In traditional Chinese medicine, Bo He (peppermint) is also used for its cooling nature. The herb expels wind heat, clears the head and the eyes, and vents rashes. If you’re suffering with Wind-Heat symptoms, such as fever, cough, headache, red eyes and a sore throat, peppermint is the go-to natural remedy.

As for the herb’s potential benefits from a Western medicine point of view, animal model studies demonstrate a relaxation effect on gastrointestinal (GI) tissue, analgesic and anesthetic effects in the central nervous system.6

You don’t have to add peppermint to your dishes to get the medicinal benefits from this herb. Come to think of it, adding a few sprigs of peppermint probably won’t boost your health. 

On the other hand, making your own peppermint tea with granules is the best way to cool your body down. Enjoy it hot or cold.  

Turmeric

The myriad health benefits of turmeric are becoming increasingly known. As a result, more people in the west are adding the yellowish spice to their dishes, rather than just buying it in capsule form.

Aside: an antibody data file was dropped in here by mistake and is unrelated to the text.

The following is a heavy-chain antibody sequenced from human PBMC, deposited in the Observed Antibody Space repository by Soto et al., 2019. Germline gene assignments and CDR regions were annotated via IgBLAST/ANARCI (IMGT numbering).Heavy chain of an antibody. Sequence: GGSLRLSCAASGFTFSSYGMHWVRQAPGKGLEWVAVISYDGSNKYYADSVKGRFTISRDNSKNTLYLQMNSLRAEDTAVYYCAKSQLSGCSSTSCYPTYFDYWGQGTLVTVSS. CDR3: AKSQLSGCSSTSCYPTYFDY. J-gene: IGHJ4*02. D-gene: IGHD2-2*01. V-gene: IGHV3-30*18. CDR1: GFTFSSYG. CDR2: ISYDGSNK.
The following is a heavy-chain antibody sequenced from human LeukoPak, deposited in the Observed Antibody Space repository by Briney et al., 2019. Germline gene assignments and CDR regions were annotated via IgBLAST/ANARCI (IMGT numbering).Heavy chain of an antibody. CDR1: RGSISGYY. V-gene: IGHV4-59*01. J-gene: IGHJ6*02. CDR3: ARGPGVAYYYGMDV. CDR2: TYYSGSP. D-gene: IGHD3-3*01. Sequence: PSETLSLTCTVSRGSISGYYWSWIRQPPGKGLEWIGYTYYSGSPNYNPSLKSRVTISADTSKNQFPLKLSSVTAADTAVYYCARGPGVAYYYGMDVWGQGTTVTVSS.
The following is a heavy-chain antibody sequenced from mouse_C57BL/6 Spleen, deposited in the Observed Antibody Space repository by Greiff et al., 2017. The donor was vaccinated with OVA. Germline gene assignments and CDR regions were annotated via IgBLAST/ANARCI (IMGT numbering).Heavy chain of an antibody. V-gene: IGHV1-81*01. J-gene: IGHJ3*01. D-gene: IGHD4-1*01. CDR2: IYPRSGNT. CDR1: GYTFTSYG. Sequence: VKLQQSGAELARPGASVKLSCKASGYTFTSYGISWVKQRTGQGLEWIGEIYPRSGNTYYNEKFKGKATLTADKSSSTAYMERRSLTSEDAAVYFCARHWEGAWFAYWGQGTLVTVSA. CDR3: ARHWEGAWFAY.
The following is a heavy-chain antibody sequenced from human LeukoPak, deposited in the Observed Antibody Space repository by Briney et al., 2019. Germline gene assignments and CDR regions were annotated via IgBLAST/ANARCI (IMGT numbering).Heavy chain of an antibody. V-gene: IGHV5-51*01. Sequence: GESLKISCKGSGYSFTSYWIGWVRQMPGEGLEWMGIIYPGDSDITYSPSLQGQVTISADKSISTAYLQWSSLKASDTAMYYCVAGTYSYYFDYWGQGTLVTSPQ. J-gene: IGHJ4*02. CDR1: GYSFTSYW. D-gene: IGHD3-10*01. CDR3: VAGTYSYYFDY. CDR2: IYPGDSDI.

In culinary applications, the yellowish spice is more associated with Indian curry dishes. Indeed, turmeric is not exactly a staple in Chinese cuisine. However, its usage as a medicinal herb in Southeast Asia dates back at least 2000 years. 

Perhaps no other medicinal herb has been studied more frequently than turmeric and its main active ingredient, curcumin. The anti-inflammatory effects of turmeric have been well-documented.7